How closely are you watching Drew Brees knowing that this year or next year may be his last and what are your thoughts on Jameis Winston and Taysom Hill?
"You are watching it close, but I guess the biggest problem is we cannot see anything. We're watching videos and going by word of mouth as far as how both of those guys are doing, particularly in the offseason. I think that is probably where you'll give the biggest advantage to Taysom (Hill). They are doing exactly what we are doing, Microsoft teams (meetings). They're doing some things as far as on the board and talking and going through it. But that's still not me working with Pete Carmichael, Joe Lombardi, Sean Payton and you may get with him for a day. But nothing like what you would have done if you got with them as far as an OTA's concerned. Will watch it closely, but it will not be what we truly think. Either of those guys would've progressed if they had an offseason."

What does it mean for you to grow up near New Orleans and to not only play for the Saints, but to then get to stay and do the radio color analysis?
"Man it is a unique blessing for me. Most of you that have followed me and know me, I would not say New Orleans was the first place I wanted to go. I thought that I'd be off the board a lot sooner and quicker or faster than pick 23. But it ended up being a true blessing in disguise because my family got to see me play. Look man, I played my high school ball, college ball and I played my pro ball all within probably about a five and a half (hour) window, as far as driving's concerned. That doesn't happen a lot and so it ended up being a true blessing. And then to be able to, like I said, have my family and friends have that opportunity to where they could drive and see me play. That doesn't happen often. Then to have the opportunity to talk about the game and be involved with the organization. You are truly humbled, you are humbled by it, but at the same time for me I know that I want to go out there and prove and show a knowledge standpoint of some of the things I learned. A lot of times you may question why aren't you coaching? Why aren't you teaching more as far as the game is concerned? Because I feel like I had some of the greatest teachers of the game, as far as football is concerned. Obviously, with Sean (Payton), Mike McCarthy, Coach (David) Cutcliffe from a football standpoint they were some of the best teachers that you can imagine to have and so that's one of the things that I want to be able to give back. Just to be able to share some of the knowledge and things that I see and am able to understand. For myself, it was just truly a blessing in disguise because of that draft in 2001, there was no way that I would have figured I would have been there at pick number 23."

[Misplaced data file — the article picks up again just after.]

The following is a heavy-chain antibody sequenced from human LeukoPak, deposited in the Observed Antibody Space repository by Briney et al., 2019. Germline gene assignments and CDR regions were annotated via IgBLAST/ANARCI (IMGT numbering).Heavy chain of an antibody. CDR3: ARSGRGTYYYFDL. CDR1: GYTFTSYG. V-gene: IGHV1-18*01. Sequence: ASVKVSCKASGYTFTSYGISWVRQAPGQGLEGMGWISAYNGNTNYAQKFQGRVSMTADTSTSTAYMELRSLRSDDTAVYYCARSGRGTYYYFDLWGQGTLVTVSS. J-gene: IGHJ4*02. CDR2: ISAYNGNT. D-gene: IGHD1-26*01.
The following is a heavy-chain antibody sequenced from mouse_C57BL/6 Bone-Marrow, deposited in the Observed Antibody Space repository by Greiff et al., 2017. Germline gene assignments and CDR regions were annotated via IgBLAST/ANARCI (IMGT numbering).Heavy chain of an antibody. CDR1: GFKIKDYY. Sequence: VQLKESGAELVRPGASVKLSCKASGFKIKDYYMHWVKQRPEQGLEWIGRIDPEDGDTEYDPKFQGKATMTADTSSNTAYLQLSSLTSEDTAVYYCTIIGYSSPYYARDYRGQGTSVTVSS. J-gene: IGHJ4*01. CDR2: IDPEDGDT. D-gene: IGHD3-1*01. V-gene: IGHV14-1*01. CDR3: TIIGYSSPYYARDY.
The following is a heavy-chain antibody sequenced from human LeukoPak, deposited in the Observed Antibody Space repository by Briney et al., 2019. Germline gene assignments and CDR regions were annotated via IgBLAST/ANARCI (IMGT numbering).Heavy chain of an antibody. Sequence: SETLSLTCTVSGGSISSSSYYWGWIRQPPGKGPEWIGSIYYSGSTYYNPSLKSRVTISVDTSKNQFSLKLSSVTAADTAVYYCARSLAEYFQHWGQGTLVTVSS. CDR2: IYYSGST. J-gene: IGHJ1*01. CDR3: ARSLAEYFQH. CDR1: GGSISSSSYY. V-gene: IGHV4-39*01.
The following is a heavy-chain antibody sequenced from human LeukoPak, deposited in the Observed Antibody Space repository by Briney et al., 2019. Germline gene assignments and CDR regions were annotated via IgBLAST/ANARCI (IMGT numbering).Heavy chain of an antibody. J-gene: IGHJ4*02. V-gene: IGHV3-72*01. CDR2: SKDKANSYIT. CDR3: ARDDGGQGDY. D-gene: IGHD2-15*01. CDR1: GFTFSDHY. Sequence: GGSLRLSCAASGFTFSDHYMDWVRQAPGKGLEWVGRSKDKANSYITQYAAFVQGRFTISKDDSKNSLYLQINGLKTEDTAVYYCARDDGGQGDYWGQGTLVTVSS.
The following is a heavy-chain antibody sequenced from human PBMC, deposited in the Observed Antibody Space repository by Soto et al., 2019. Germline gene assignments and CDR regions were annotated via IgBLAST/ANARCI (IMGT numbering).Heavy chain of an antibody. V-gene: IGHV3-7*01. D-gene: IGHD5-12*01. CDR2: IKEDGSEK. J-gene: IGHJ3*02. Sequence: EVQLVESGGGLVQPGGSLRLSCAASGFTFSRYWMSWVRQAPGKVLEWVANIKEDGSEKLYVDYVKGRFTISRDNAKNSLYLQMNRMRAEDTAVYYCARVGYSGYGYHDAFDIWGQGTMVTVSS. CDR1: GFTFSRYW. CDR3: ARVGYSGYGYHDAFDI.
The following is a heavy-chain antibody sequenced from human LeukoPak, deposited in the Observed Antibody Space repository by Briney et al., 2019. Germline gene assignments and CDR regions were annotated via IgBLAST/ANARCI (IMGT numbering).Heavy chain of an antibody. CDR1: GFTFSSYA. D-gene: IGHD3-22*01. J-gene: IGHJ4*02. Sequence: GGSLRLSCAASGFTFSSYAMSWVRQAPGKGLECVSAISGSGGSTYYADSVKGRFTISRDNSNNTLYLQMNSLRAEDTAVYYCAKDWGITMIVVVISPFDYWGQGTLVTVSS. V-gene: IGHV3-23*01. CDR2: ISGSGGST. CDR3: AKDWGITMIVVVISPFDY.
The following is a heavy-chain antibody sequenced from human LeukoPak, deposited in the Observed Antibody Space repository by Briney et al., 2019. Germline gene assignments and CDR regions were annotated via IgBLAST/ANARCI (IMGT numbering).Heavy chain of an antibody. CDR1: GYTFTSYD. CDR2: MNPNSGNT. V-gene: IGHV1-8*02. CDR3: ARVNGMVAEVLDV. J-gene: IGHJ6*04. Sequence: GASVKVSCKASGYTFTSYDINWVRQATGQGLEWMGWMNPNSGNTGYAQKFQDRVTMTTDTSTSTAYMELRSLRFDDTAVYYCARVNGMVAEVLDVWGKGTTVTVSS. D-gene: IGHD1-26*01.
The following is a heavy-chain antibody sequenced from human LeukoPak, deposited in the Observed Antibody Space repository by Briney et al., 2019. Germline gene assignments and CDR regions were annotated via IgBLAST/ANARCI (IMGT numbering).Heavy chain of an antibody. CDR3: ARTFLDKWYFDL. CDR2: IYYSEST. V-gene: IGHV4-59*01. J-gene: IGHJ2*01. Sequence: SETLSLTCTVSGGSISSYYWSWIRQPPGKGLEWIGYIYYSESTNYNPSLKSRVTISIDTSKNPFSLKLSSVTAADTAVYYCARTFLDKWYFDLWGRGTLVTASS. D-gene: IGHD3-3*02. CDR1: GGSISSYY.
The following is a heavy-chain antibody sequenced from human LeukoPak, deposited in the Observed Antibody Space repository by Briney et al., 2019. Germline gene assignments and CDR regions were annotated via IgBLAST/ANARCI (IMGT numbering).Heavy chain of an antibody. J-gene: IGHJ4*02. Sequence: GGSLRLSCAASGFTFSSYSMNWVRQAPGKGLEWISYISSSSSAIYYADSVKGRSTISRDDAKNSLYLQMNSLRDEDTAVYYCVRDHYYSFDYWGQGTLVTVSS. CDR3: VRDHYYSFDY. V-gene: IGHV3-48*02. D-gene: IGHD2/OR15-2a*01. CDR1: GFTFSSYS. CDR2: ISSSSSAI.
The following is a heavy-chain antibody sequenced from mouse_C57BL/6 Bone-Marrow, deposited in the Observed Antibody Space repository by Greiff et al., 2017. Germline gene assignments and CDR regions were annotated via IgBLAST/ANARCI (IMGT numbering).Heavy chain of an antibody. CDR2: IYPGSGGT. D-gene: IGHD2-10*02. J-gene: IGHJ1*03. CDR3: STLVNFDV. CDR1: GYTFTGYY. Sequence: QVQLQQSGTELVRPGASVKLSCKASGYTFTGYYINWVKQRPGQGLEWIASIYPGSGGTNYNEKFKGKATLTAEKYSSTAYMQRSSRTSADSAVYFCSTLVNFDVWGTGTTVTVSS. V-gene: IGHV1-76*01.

You think all the stuff you learned from those coaches helped you up in the WWL Radio booth?
"No doubt about it. I mean just from a formational standpoint, a situational standpoint, from what they are thinking. I think that has definitely helped me. One of the things, probably two or three years ago that I wanted to improve on was just a defensive side of the ball. Talking to coach (Dennis) Allen and talking to Mike Nolan just picking their brains and obviously JV (Jonathan Vilma) was on (one of these). As a former player one of the things I wanted to do with him when we were playing was, hey look, this is what I'm thinking and this is what I'm seeing, how do you react and what are you reading? And so just being able to pick some of the guys that you truly know and you trust, as far as what they are seeing and what they are understanding. I think that just brings you closer together as far as a unit is concerned and from a knowledge standpoint it gives you an edge. In this game from a talent standpoint, not to say you're all the same, but there's not a true gap, as far as range is concerned or as far as talent. It's the knowledge and how quick can I process something. It's from an understanding of situational football, what individual can process that and how can he take that and use it to his advantage."

What are your thoughts about the running backs behind Alvin Kamara, especially Latavius Murray?
"I think they're fine as far as the backs behind him. I know in just talking to coach Joel (Thomas) they're always trying to find a guy that can come in and fill a role. They are always looking for that and are always going to find a guy and what's his role and what's our vision for him and that's what Sean (Payton) always talks about as far as a player. What is our vision for him? I think one of the unique things that you see them do this past year and really the last two years and go back to Boston Scott, was if this player goes down do we have someone in the building or on the practice squad that we can bring in and kind of plug and play. You don't want to have to be from a drastically (different) standpoint, from an offensive game-planning standpoint, where you have to change everything completely. You may get away from (what you typically do) a few plays if Alvin isn't available. You may get away from a few plays that he does really well. That goes back with Sean when me and Reggie (Bush) were playing and so you always want to have a guy in the building that may not be on an elite talent level, as far as Alvin is concerned and Latavius is concerned, but you have somebody that can do maybe a little bit of what they do and it doesn't change so much philosophy wise, from an offensive standpoint. The guys that are behind them, as far as those two guys, I really think they will have a role and it'll be interesting because you have to remember, there are only so many that you can dress and there's only so many that you can keep as well. It'll be interesting to see how many true tailbacks they keep and then how many fullbacks they will have on that roster. But I think they are fine as far as guys they have behind them."